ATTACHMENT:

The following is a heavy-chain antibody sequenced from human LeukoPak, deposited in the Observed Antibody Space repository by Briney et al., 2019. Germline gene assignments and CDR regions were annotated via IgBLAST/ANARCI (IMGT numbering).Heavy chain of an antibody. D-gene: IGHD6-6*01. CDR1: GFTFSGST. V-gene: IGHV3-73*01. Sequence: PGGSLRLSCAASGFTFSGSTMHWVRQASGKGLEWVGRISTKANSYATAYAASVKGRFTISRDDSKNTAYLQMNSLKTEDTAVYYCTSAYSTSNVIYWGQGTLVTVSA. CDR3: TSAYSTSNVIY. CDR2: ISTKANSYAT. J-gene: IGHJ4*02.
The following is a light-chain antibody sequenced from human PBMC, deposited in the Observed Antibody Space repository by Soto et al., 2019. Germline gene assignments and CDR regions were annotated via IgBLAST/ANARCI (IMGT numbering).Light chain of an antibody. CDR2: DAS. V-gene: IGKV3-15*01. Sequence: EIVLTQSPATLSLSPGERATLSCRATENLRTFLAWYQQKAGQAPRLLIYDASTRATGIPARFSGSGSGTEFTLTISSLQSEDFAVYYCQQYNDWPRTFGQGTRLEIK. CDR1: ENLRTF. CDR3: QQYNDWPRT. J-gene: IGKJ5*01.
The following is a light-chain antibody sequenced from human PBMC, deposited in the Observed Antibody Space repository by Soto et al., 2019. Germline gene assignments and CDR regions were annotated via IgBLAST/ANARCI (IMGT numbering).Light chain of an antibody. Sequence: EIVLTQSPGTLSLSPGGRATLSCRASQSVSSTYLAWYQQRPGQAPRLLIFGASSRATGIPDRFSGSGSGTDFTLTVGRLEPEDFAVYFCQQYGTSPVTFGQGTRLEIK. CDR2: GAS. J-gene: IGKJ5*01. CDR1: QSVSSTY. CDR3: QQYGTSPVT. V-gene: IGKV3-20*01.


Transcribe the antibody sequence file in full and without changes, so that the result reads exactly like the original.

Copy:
The following is a heavy-chain antibody sequenced from human LeukoPak, deposited in the Observed Antibody Space repository by Briney et al., 2019. Germline gene assignments and CDR regions were annotated via IgBLAST/ANARCI (IMGT numbering).Heavy chain of an antibody. D-gene: IGHD6-6*01. CDR1: GFTFSGST. V-gene: IGHV3-73*01. Sequence: PGGSLRLSCAASGFTFSGSTMHWVRQASGKGLEWVGRISTKANSYATAYAASVKGRFTISRDDSKNTAYLQMNSLKTEDTAVYYCTSAYSTSNVIYWGQGTLVTVSA. CDR3: TSAYSTSNVIY. CDR2: ISTKANSYAT. J-gene: IGHJ4*02.
The following is a light-chain antibody sequenced from human PBMC, deposited in the Observed Antibody Space repository by Soto et al., 2019. Germline gene assignments and CDR regions were annotated via IgBLAST/ANARCI (IMGT numbering).Light chain of an antibody. CDR2: DAS. V-gene: IGKV3-15*01. Sequence: EIVLTQSPATLSLSPGERATLSCRATENLRTFLAWYQQKAGQAPRLLIYDASTRATGIPARFSGSGSGTEFTLTISSLQSEDFAVYYCQQYNDWPRTFGQGTRLEIK. CDR1: ENLRTF. CDR3: QQYNDWPRT. J-gene: IGKJ5*01.
The following is a light-chain antibody sequenced from human PBMC, deposited in the Observed Antibody Space repository by Soto et al., 2019. Germline gene assignments and CDR regions were annotated via IgBLAST/ANARCI (IMGT numbering).Light chain of an antibody. Sequence: EIVLTQSPGTLSLSPGGRATLSCRASQSVSSTYLAWYQQRPGQAPRLLIFGASSRATGIPDRFSGSGSGTDFTLTVGRLEPEDFAVYFCQQYGTSPVTFGQGTRLEIK. CDR2: GAS. J-gene: IGKJ5*01. CDR1: QSVSSTY. CDR3: QQYGTSPVT. V-gene: IGKV3-20*01.